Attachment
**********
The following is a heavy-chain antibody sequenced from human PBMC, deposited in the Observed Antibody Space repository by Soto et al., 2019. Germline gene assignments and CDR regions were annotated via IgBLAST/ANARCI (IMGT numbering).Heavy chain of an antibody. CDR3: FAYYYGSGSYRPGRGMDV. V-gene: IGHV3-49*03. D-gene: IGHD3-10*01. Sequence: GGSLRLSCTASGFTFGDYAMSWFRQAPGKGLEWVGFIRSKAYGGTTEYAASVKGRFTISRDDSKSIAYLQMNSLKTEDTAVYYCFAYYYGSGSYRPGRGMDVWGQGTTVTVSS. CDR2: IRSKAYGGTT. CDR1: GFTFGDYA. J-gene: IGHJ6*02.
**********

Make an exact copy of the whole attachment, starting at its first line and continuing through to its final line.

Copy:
The following is a heavy-chain antibody sequenced from human PBMC, deposited in the Observed Antibody Space repository by Soto et al., 2019. Germline gene assignments and CDR regions were annotated via IgBLAST/ANARCI (IMGT numbering).Heavy chain of an antibody. CDR3: FAYYYGSGSYRPGRGMDV. V-gene: IGHV3-49*03. D-gene: IGHD3-10*01. Sequence: GGSLRLSCTASGFTFGDYAMSWFRQAPGKGLEWVGFIRSKAYGGTTEYAASVKGRFTISRDDSKSIAYLQMNSLKTEDTAVYYCFAYYYGSGSYRPGRGMDVWGQGTTVTVSS. CDR2: IRSKAYGGTT. CDR1: GFTFGDYA. J-gene: IGHJ6*02.